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Can You Sue Your Employer for a Work Injury in Oregon?

Workers’ Compensation limits employer liability in Oregon by granting claimants benefits for lost pay, medical expenses, and other costs without having to prove that the employer is at fault. This no-fault system means that the employer cannot be taken to a jury trial, and benefits cannot cover the adverse effects of an injury to the employee’s life outside of work. In many instances, especially in cases of minor injuries without serious, long-term complications, this system protects both the employer and the employee.

However, there is an important exception to this rule. Until 2001, employers could not be sued in court even if they had denied an employee’s Workers’ Compensation claim. The Oregon Supreme Court decided in Smothers v. Gresham Transfer that individuals whose employer had denied their due coverage may take up the matter in the courtroom. In 2017, the Oregon Supreme Court ruled that employers cannot deny additional claims for the later effects of injuries that resulted from the same workplace incident.

If you have been injured on the job, you are entitled to Workers’ Compensation benefits. When your initial claim is denied, or your later claim is denied for effects that developed later, you need to consult with an experienced attorney. Mark Thesing Inc. is here to discuss employer liability and defend your rights.

work injury claim form

The Basics of Workers’ Compensation

Worker’s compensation is paid by an employer’s worker’s compensation insurance. If you, as an employee, become sick or are injured at work as a result of your job, you may be eligible to file a worker’s compensation claim. Some workers may worry that, depending on who is at fault, they may or may not be covered, but who is at fault is not necessarily as crucial as to whether your situation has occurred due to your work. It’s always best to consult a workers’ compensation attorney in Oregon.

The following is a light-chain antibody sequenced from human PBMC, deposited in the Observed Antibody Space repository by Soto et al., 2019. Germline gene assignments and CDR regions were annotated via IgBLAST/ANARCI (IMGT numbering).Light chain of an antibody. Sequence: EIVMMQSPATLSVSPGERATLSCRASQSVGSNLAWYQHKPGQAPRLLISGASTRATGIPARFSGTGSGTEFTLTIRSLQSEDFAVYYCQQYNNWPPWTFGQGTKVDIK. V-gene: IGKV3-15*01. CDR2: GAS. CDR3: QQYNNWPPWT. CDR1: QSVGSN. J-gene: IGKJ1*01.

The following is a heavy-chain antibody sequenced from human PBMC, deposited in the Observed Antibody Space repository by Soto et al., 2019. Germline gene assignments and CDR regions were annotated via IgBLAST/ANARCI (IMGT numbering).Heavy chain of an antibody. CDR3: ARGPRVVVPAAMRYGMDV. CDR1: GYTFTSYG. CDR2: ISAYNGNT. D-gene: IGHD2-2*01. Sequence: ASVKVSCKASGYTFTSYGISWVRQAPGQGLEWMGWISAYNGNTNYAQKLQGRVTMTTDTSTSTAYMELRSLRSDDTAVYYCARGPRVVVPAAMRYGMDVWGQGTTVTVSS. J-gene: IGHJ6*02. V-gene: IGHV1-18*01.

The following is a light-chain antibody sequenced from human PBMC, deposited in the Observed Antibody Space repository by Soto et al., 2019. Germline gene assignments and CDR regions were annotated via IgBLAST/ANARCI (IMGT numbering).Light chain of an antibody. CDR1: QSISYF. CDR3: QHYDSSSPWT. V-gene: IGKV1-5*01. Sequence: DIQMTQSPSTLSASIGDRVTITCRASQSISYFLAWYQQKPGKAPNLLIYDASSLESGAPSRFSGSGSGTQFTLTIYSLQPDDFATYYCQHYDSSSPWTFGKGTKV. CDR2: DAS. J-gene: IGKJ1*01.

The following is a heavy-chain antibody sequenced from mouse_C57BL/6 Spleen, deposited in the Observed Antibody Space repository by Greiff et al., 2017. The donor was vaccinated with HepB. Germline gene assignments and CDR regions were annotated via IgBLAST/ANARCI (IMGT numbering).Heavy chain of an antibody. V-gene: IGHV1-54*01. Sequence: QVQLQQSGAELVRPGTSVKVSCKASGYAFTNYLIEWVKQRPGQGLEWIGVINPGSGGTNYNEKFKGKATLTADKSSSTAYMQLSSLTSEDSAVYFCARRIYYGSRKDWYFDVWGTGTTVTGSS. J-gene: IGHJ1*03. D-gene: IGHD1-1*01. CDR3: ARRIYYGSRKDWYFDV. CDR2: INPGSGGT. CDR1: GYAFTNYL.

What Every Employee Should Know

Most workers don’t think twice when they accept their employer’s worker’s compensation insurance payments, but they should. When an employee is injured at his or her workplace and has accepted the worker’s compensation insurance, they no longer have a right to sue their employer. In times past, before worker’s compensation insurance, people could not afford to sue their employers. A workers’ compensation attorney will tell you that this led to a law requiring every employer to provide worker’s compensation insurance to provide for lost wages and medical care for employees and protect employers from being continually sued. In most cases accepting your employer’s worker’s comp insurance is the best choice, as it protects everyone.

two construction workers on a ridge

Why Ankle and Foot Injuries Are So Common In Construction Work

Ankle and foot injuries in Oregon are caused by a variety of job-site hazards: falling objects, slippery surfaces, trips, and falls, or equipment malfunctions. According to the National Safety Council, in one year alone, construction workers had over 18,000 lower extremity injuries that caused days away from work in the private sector. Of that number, 4,500 were ankle injuries, and 3,620 involved feet or toes.

Your Most Used Body Part

The problem with construction work is that you spend a lot of time on your feet, causing ankle and foot injuries. Workers and employers need to make sure there is an excellent level of safety compliance. There also needs to be a culture in which people see safe working methods and adequate footwear as mandatory; as a natural part of work and doing business.

You Are What You Wear

Safety is critical, but with safety gear, comfort is also important. There are many challenges in the outdoor construction industry with finding appropriate footwear. Working in environments with so much walking, employees need something thats not only comfortable but will also protect them from ankle and foot injuries.

For construction employers, ensuring workers reduce the risk of foot or ankle injuries rests on creating a culture of safety, educating workers about hazards, and requiring everyone to wear proper footwear.